Prusiner is the author of over 550 scientific research and 300 review articles, and editor of 13 books on diseases caused by prions. Prusiner’s single-author book Madness and Memory, which chronicles his discovery of prions, received wide acclaim. He holds 50 issued or allowed United States patents, all of which are assigned to the University of California. He has delivered over 150 honorary and over 750 invited lectures.

Aled Edwards
SGC/University of Toronto

Bio

Dr. Aled Edwards is the founder and Chief Executive of the Structural Genomics Consortium (SGC), a research organization celebrated for being a pioneer of open science, particularly as it applies to protein science, chemical biology and drug discovery. Aled leads the six SGC laboratories from the SGC headquarters in Canada.

Dr. Edwards is a Professor at the University of Toronto and an Adjunct Professor at McGill University. He has published over 200 papers and his teams have contributed over 4,500 structures into the Protein Data Bank, as of 2021.

Dr. Edwards has also founded many companies, including Affinium Pharmaceuticals, which developed a novel antibiotic currently in late-stage clinical trials, and M4K Pharma, the first pharmaceutical company formed explicitly to invent new, and affordably priced, medicines for pediatric cancers.

Prion Biology: Implications for Alzheimer’s Disease Therapeutics

Monday, June 6, 2022
11:20 US Eastern Time

Open Science in Biomedical Venture Philanthropies: Pros & Cons

Tuesday, June 7, 2022
11:00 US Eastern Time

SESSION I: Novel Tools and Mechanistic Insights to Embark on a Drug Discovery Campaign

Monday, June 6, 2022
12:00 – 14:05 US Eastern Time

Bio
Angela Taylor is the Interim Executive Director of the Lewy Body Dementia Association. Prior to this, she had served as Director of Programs for the LBDA, overseeing all education, advocacy and research initiatives at the association. Bringing a personal connection to LBD as a family caregiver for her father, she is regularly invited to speak to lay and professional audiences, as well as the media on the impact of LBD. A nationally-recognized LBD advocate, she serves on the federal Advisory Council on Alzheimer’s Research, Care and Services.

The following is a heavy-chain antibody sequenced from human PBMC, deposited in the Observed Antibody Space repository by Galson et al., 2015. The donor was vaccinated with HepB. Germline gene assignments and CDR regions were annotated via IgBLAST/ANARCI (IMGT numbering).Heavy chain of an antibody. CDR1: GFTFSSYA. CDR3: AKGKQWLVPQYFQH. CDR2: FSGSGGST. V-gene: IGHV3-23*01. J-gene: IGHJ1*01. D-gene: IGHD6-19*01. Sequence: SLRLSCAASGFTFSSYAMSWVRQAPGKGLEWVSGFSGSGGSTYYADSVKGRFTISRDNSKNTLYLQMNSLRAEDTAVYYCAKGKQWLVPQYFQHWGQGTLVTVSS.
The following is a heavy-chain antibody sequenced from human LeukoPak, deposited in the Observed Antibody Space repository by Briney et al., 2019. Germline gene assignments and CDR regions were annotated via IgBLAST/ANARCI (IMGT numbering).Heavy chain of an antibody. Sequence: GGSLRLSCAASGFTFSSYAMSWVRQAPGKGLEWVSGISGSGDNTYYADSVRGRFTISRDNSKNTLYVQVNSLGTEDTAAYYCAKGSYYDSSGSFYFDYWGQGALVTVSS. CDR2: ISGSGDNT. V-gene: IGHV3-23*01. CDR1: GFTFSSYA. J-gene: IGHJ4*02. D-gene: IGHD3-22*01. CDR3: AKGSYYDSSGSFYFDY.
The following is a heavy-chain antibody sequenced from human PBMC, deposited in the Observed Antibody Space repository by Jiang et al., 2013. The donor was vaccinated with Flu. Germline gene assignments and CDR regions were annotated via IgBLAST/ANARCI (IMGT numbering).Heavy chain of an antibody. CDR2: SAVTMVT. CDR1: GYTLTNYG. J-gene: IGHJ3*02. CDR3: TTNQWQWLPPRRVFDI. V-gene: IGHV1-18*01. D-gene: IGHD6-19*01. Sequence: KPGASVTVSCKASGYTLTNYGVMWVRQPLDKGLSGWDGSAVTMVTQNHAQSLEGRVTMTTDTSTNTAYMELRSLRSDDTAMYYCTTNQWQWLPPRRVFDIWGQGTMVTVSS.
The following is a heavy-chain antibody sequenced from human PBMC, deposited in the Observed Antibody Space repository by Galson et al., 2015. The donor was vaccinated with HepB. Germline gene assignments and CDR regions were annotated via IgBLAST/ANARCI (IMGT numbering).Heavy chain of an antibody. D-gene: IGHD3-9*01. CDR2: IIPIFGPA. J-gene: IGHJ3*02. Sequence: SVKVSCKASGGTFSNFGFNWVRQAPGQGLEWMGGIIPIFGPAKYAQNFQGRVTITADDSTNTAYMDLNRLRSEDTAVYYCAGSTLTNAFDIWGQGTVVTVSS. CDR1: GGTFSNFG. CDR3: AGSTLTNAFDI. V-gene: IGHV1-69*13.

Additional resources:

Angela Taylor
LBDA

CHAIR
Session Overview

Bio
Douglas Galasko, MD, is a board-certified neurologist with broad expertise in assessing people with changes in memory and cognition, including Alzheimer’s disease, frontotemporal degeneration, dementia with Lewy bodies and cognitive problems associated with Parkinson’s disease.

He is a specialist with Brain Health and Memory Disorders program which offers comprehensive diagnostic testing, with access to brain imaging and comprehensive laboratory testing as needed, medical management and community resources. Patients are also offered access to research opportunities, including potential new treatments.

Dr. Galasko is associate director of the UC San Diego Shiley-Marcos Alzheimer’s Disease Research Center, and has conducted research on Alzheimer’s and related disorders for over 25 years. He has published over 400 research articles on Alzheimer’s disease and related disorders, and has received research funding from the NIH, Michael J. Fox Foundation and Alzheimer’s Drug Discovery Foundation, as well as funding as a clinical trials site.

Dr. Galasko is a member of the American Academy of Neurology and the American Neurological Association.

 

Additional resources:

Douglas Galasko
UCSD

Bio

Samuel Hasson
Rgenta

What Makes a Good Translational Drug Target?

Bio

Dr. Rhoda Au is Professor of Anatomy & Neurobiology, Neurology and Epidemiology at Boston University Schools of Medicine and Public and is a Senior Fellow at the Institute for Health Systems Innovation and Policy at the Questrom School of Business. She also serves as Director of Neuropsychology at the Framingham Heart Study.